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In Eva, Kotono plays Misato, who tries so hard to show her good side, even to the point of pretending to be happy and carefree all the time all the while being highly vulnerable and sensitive inside. She hurts but she can never show that, except to the rather untrust worthy Kaji, who just knows how to get the real Misato out of her happy armor casing.

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As Captain Ramius, Kotono becomes a different kind of captain than the ever-classic Captain Bright from the classic gundam. Captain Bright is extremely authoritative. One either obeys him or get his ass kicked and send to the brig. But Captain Ramius is rather diplomatic and willing to listen, and also she takes on the role of caring for the mental well being of her crew members. She’s more like a caring parent who’s willing to put down some discipline when needed, but often try not to force her authority on anyone.

Kotono can act as a super competent and serious leader, and yet she can act as a ditsy and highly incompetent but comedic jester. She’s great playing as opposite extreme characters as what her roles call for.

I find it hard to talk about Kotono apart from her characters, because she acts them out so well. I find that I really love the deeper, harsher and sometimes deadly voice with a tamed fiery passion that she uses for characters such as the chairwomen for the Witches’ Council in El Cazador. Her performance in Cazador with one of her former cast mate in the Sailor Moon series – Hisakawa Aya, who played Salior Mercury/Mizuno Ami – often lifts the show up quite a few notches above the uncalled-for silliness that it has.

Mitsuishi Kotono is a classic seiyuu. She doesn’t have great looks and isn’t super cutesy or able to sing like one of the latest Japanese idols, but she does what a voice-actress is supposed to do well – voice acting.

Her most recent role that I know of is Jean in Claymore, where she teams up with Kuwashima Houko again. I hope Kotono’s character stays around a few more episodes longer. Also, really looking forward to hearing her voice acting for many years to come!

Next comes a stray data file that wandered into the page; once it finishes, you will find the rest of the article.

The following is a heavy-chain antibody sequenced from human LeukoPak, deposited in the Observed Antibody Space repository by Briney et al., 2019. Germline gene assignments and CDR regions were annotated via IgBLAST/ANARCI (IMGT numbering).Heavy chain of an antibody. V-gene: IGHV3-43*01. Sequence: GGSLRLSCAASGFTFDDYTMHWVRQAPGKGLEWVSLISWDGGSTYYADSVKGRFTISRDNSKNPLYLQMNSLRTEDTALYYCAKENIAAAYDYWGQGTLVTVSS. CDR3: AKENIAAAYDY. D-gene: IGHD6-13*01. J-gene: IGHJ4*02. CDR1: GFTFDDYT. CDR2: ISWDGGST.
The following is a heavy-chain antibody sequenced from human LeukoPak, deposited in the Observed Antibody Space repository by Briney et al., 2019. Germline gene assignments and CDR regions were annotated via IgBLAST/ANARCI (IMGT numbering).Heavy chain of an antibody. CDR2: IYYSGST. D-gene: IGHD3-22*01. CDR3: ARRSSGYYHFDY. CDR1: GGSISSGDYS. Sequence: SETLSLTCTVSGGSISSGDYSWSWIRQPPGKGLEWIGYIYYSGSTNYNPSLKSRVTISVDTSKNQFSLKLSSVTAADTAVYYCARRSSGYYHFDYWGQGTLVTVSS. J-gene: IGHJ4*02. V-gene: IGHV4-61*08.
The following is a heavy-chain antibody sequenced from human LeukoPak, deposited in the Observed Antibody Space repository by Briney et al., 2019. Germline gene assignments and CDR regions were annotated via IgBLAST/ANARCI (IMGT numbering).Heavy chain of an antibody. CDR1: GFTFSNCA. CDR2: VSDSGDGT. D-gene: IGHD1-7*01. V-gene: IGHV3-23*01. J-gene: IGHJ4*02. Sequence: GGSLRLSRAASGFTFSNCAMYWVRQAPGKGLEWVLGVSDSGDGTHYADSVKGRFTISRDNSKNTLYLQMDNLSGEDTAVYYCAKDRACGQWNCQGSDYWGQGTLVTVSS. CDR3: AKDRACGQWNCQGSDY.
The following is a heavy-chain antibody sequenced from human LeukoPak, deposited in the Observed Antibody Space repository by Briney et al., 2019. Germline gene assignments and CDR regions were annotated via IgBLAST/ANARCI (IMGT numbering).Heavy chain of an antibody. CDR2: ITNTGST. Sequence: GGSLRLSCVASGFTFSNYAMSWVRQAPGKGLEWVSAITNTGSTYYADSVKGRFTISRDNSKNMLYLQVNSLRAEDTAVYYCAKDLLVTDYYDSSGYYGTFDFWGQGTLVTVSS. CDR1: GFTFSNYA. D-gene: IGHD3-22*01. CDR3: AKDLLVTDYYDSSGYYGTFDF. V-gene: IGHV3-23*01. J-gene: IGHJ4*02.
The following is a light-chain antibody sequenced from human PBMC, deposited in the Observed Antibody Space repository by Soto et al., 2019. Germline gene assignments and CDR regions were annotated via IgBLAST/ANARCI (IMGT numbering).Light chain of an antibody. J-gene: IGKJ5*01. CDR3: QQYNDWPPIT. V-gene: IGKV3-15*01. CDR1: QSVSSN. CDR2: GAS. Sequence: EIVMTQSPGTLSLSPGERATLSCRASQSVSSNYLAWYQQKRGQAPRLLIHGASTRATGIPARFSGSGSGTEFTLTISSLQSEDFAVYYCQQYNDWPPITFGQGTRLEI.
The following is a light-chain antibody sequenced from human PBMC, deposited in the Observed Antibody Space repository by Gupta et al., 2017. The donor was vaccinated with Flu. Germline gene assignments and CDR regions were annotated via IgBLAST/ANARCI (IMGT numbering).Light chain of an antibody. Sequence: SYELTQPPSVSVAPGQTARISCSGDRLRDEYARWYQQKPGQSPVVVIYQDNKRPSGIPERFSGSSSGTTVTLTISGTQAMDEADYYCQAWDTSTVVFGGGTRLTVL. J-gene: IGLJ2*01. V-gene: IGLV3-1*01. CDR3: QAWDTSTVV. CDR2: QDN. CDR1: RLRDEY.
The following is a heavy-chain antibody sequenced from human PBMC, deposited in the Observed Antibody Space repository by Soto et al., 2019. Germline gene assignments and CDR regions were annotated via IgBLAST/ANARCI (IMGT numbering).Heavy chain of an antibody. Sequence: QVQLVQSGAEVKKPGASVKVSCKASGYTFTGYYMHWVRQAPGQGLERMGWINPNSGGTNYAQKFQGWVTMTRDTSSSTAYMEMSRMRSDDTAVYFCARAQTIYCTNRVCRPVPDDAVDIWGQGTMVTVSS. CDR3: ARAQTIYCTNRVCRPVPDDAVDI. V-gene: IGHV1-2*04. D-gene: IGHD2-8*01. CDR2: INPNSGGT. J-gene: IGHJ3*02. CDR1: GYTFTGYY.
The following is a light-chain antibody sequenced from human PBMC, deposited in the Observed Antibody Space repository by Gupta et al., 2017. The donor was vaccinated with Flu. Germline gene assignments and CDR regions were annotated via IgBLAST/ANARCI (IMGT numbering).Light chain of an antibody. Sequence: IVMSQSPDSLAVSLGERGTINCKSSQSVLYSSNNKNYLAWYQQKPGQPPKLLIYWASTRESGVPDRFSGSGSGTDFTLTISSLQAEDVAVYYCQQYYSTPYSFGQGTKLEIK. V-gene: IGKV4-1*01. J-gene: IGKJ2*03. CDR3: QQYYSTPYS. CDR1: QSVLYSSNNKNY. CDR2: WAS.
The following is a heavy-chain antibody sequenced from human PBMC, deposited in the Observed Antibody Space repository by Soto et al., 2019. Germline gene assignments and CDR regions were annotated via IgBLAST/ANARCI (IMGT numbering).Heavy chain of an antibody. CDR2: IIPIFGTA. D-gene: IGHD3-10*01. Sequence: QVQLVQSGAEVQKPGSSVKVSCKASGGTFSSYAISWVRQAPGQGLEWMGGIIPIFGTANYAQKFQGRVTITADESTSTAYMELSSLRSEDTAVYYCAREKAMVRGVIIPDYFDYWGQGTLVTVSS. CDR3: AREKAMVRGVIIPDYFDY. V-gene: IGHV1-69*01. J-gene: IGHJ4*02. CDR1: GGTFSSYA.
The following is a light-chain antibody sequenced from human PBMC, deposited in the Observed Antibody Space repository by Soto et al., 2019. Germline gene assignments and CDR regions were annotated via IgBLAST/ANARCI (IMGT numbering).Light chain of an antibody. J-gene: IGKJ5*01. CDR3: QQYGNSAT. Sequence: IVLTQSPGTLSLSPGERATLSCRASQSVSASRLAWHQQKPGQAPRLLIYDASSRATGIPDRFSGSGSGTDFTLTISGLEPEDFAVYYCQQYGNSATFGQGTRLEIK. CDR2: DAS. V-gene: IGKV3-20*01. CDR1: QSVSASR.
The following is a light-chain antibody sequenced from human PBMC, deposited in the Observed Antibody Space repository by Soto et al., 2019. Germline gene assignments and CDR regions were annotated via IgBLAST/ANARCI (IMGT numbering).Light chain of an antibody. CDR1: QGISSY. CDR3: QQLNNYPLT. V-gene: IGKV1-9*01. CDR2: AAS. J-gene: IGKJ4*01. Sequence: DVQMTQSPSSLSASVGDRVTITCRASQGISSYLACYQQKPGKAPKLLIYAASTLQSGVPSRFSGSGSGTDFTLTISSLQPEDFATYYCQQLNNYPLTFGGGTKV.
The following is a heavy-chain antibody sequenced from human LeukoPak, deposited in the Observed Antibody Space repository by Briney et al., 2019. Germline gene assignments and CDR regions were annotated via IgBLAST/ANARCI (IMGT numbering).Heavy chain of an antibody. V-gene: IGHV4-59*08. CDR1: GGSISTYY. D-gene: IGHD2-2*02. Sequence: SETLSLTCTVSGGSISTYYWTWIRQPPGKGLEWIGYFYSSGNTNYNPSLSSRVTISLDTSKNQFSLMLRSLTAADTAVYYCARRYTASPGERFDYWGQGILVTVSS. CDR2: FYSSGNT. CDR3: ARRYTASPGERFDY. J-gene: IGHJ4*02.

Notes:

*The beginning of the ’90s was when the idol seiyuu boom began.

*VKLL – thank you so much for your hard work back then. Also, take note, fansubbers, his way of showing his credits concerning his work is correct. You guys are very cool and we can’t appreciate y’all enough but y’all can get very intrusive at times. Still, thank y’all very much for your hard work.)

11 thoughts on “Anime Diet Monthly Column: The Souls to our anime ladies – Female Seiyuu. This Month: Mitsuishi Kotono”

  1. -sighs- Ah SailorMoon…. I remember growing up as a kid yelling “SEREEEEENNAHHHHHH” haha and I must say 3 quarters of the time I’d stare at the screen and wonder howcome such a whiny bratty crybaby with meatball hair (hehe) could be the main protagonist…
    As time flew by Pokeman cmae butting in on the scene and took up lots of the space in my heart… And later on Sakura Chaseuse de Carte (yes I watched it in french but at least they don’t cut out the shoujo-ai or shounen-ai) However 4 years ago when a SM special appeared on TV showing the 3 movies, I recoreded them (on good ‘ol VHS) and still have them to this day. It’s only in the past 2 years that I really fell in to diehard anime fandom by reading the SM manga and searching for the original japanese version on the internet. I was amazed at the difference between most of the character’s personality (the english dub making them practically all bitchy) and the voices. Usagi-Serena’s voice was mind-bogglingly cute compared to the whinny squeaky anglophone one.
    But the Seiyuu on Sailormoon that really caught my heart was Ogata Megumi (I hope you’ll feature her here ^^) who played Tenou Haruka – Sailor Uranus.
    ANyways this blog is a great idea so keep ’em coming!

  2. TheBigN – you’re right, I did forget. However, I never like Excel Saga that much and I didn’t find her that funny for whatever odd reason. Wow…it’s been a long time since I watched it I completely forgot about her lampooning Sailor Moon!

    Amaya – cool. Thanks for the suggestion.

  3. I. Love. Mitsuishi Kotono.

    I like all her mature women voices (Mireille! Muriel!) but oddly enough, my favourite role of hers is Ebichu the Housekeeping Hamster. She’s totally whacko in that role. The show’s humour might not be for everyone, but I listen to Ebichu laugh “chupopopopopopopopo” and I am laughing for the rest of the week.

  4. Some of you guys in here can bad mouth all you want about how the American version of Sailor Moon took away the true meaning of Anime, or flat out sucked!

    I say…..Shame On You!!!!

    For me, I will always be a hugh die hard Sailor Moon fan till the day I die. Back in 1995 I fell in love with the English version of Sailor Moon. And still loving it today!

    It also inspired me to goto radio announcing school to become and radio announcer. Where I got my first job reading Ad’s for FM radio stations in California.

    In mid 1995 I started the very first webcast show called Sailor Moon Classics NET Radio. 12 years and going strong. I still hold the title for the longest running Sailor Moon Webcast show to this date. (^_^)/

    In 1996 on, I watched Sailor Moon from all over the world off my Satellite Dish in German, French, Italian, Spanish, and many others around the world.